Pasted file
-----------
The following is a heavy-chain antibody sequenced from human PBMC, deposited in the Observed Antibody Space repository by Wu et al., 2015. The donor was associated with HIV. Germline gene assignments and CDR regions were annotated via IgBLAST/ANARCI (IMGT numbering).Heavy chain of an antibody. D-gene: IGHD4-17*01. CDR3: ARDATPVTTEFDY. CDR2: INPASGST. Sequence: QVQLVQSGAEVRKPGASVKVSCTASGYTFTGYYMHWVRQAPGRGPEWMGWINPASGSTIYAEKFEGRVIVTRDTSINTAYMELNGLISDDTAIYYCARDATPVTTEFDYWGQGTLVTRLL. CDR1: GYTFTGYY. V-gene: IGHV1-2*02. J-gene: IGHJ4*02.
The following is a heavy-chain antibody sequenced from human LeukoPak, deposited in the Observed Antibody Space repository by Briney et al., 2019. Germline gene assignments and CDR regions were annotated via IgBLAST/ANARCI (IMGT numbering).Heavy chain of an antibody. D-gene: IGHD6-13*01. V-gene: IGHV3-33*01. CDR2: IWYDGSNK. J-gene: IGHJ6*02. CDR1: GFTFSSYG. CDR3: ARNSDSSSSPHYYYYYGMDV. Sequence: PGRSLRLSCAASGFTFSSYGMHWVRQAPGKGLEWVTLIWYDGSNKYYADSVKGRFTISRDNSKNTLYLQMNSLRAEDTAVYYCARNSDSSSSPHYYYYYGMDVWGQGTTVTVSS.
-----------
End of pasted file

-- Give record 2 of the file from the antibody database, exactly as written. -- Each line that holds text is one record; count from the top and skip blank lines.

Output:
The following is a heavy-chain antibody sequenced from human LeukoPak, deposited in the Observed Antibody Space repository by Briney et al., 2019. Germline gene assignments and CDR regions were annotated via IgBLAST/ANARCI (IMGT numbering).Heavy chain of an antibody. D-gene: IGHD6-13*01. V-gene: IGHV3-33*01. CDR2: IWYDGSNK. J-gene: IGHJ6*02. CDR1: GFTFSSYG. CDR3: ARNSDSSSSPHYYYYYGMDV. Sequence: PGRSLRLSCAASGFTFSSYGMHWVRQAPGKGLEWVTLIWYDGSNKYYADSVKGRFTISRDNSKNTLYLQMNSLRAEDTAVYYCARNSDSSSSPHYYYYYGMDVWGQGTTVTVSS.